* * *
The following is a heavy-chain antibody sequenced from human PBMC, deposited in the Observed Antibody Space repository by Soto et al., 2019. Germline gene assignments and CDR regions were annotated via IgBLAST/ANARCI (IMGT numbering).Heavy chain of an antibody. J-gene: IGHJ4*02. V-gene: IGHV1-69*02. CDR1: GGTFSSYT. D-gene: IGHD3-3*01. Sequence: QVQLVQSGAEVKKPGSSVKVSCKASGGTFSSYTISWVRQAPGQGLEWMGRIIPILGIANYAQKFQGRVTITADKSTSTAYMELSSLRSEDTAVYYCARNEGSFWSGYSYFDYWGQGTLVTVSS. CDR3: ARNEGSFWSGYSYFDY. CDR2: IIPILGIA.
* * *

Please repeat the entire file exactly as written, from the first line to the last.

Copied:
The following is a heavy-chain antibody sequenced from human PBMC, deposited in the Observed Antibody Space repository by Soto et al., 2019. Germline gene assignments and CDR regions were annotated via IgBLAST/ANARCI (IMGT numbering).Heavy chain of an antibody. J-gene: IGHJ4*02. V-gene: IGHV1-69*02. CDR1: GGTFSSYT. D-gene: IGHD3-3*01. Sequence: QVQLVQSGAEVKKPGSSVKVSCKASGGTFSSYTISWVRQAPGQGLEWMGRIIPILGIANYAQKFQGRVTITADKSTSTAYMELSSLRSEDTAVYYCARNEGSFWSGYSYFDYWGQGTLVTVSS. CDR3: ARNEGSFWSGYSYFDY. CDR2: IIPILGIA.